Global financial markets performed well in June 2023 as the disinflation trend continued in many parts of the globe due to the easing of food and commodity prices. Furthermore, market sentiment was supported by the optimism of central banks nearing the end of their monetary policy tightening campaigns and the news that the US has reached an agreement to raise the debt ceiling, thereby avoiding default. If you judged by headlines alone, 2023 might have felt as sobering as 2022: four U.S. banks fell, alongside one in Europe; there was much angst about debt ceiling drama; anxiety spiked around geopolitical uncertainty; and central banks have signaled there’s more work to do to win the fight against inflation. And yet, the S&P 500 is up +16,89% so far this year. That marks the fourth-best first half in the last 25 years. The S&P 500 gained 6.61% (USD) in June. S&P 500 breadth turned strongly positive in June, as 454 issues were up (with 155 up at least 10%), compared with May’s 124 gainers, which has turned the YTD breadth positive, with 300 up (116 up at least 20%), as all 11 sectors were positive for the month. The dominance of the high-market-value stocks still exists, as the index’s total return was up 16.89% (USD) YTD, but without the top 44 stocks, the index would be negative YTD. The positive contributions were broad for June, even though they remain highly concentrated YTD. The index is still top heavy, with the top 10 issues accounting for 30.5% of the market value (below 20% is more typical).
The market’s advance came amid moderating inflation and signs that the US economy remains resilient in spite of higher interest rates. The Federal Reserve (Fed) raised interest rates by 25 basis points (bps) in May. However, it did not hike rates in June, adopting what economists have termed a “hawkish pause”. The “dot plot” of rate predictions indicated two further rate rises in 2023. Markets are locking in a rate hike at the upcoming July meeting with 40% odds for an additional quarter-point hike to follow. US inflation (as measured by CPI) declined to 0.1% (month-on-month) in May, easing from a 0.4% increase in April amid a continued decline in the cost of energy. This brought down the annual rate to 4.0%, below expectations of 4.1%.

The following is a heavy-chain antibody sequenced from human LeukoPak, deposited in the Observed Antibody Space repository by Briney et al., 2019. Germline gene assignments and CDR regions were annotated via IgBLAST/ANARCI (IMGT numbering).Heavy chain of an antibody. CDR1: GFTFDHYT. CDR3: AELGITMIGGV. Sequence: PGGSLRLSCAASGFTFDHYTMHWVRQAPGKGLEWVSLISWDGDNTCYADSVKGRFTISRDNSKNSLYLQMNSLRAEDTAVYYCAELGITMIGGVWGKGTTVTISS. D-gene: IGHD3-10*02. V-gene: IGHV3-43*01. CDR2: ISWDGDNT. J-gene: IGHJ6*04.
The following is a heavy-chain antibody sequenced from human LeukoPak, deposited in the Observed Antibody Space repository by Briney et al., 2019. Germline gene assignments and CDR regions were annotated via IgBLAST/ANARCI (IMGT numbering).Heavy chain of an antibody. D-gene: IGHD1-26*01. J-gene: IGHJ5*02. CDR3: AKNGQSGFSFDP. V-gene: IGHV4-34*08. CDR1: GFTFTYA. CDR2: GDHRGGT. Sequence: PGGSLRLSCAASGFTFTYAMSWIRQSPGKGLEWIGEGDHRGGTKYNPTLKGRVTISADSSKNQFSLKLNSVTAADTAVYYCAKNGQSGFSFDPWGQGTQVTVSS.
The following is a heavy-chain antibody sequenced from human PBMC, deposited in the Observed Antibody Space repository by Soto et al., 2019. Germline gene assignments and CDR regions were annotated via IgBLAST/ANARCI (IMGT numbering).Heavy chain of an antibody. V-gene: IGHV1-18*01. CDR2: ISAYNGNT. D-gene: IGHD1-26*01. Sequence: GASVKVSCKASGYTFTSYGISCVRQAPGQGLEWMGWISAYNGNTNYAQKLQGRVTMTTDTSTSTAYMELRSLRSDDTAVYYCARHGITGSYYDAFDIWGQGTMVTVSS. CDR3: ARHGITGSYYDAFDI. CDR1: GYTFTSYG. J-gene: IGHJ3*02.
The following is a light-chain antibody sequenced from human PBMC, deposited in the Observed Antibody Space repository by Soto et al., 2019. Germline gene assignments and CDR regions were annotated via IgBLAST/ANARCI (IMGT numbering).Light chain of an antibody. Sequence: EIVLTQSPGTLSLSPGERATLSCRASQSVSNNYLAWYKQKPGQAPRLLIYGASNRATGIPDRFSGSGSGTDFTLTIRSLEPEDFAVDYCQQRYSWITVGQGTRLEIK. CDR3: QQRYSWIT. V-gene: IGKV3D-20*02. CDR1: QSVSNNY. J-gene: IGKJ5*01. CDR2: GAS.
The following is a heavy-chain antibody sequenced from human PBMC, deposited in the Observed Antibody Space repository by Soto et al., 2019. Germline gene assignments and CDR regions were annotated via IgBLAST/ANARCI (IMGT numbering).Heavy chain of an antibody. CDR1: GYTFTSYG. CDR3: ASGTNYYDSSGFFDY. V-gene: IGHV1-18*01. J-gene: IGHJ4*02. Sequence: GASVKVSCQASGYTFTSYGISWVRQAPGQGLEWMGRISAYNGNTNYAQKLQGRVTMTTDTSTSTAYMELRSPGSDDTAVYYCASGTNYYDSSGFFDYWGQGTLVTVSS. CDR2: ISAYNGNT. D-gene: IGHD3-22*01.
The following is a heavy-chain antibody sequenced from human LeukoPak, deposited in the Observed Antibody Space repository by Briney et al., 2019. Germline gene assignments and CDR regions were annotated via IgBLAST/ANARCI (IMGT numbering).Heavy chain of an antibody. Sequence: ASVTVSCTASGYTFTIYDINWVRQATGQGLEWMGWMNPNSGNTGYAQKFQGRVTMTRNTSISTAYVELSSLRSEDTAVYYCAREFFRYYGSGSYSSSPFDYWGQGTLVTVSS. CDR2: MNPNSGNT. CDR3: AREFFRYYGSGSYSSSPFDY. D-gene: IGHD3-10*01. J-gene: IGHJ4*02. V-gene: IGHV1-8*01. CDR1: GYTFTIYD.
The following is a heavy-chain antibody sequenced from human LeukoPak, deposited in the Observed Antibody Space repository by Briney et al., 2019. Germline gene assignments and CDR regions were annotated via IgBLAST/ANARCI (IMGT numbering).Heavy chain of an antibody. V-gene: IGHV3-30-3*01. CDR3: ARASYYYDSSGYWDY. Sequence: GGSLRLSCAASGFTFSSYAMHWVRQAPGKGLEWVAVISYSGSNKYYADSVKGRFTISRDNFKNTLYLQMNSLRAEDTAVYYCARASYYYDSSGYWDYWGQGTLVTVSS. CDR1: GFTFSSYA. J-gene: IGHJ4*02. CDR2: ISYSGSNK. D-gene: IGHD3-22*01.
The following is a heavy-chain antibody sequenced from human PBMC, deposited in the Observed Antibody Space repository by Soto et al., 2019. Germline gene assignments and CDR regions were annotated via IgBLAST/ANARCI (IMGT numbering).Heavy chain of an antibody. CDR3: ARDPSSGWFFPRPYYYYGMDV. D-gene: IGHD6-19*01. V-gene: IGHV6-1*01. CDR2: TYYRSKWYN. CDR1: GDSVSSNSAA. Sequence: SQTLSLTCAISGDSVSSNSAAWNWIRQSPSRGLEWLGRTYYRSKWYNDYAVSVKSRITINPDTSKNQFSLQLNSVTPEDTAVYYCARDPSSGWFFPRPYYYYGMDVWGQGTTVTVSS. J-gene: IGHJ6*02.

US Q1 GDP was revised notably higher to 2% from 1.3%, reflecting upward revisions to exports and consumer spending. Consumer confidence increased to its highest level since the start of 2022, which could be attributed to the resilient labor market and softening inflation. The unemployment rate (May) remains near generational lows, and the latest reading showed increasing residential construction payrolls. Inflation is softening, as evidenced by core CPI and PPI; however, the Fed’s preferred measure, core PCE, has remained elevated.
Markets are seemingly pricing in a more optimistic economic outlook than what many media and market pundits have been reporting and forecasting. Record index performance, improving market breadth, new highs in industrials and homebuilders, resilient economic data, softening inflation, improving 2H corporate earnings, and an AI revolution may combined suggest that one of the most widely anticipated recessions may not be in the cards this year after all. Consumer confidence increased to its highest level since the start of 2022, which could be attributed to the resilient labour market and softening inflation. Overall, the US economy more broadly remains in good health.
UK equities fell over the quarter. The large UK-quoted diversified energy and basic materials groups were the most significant detractors amid broad-based weakness in commodity prices and concerns over the outlook for the Chinese economy. A number of domestically focused areas of the market also underperformed as the Bank of England (BoE) raised rates twice – in May and June. The 0.5 percentage points (pp) increase in June represented a reacceleration in rate hikes after an initial decision to slow the pace in March to 0.25 pp increments.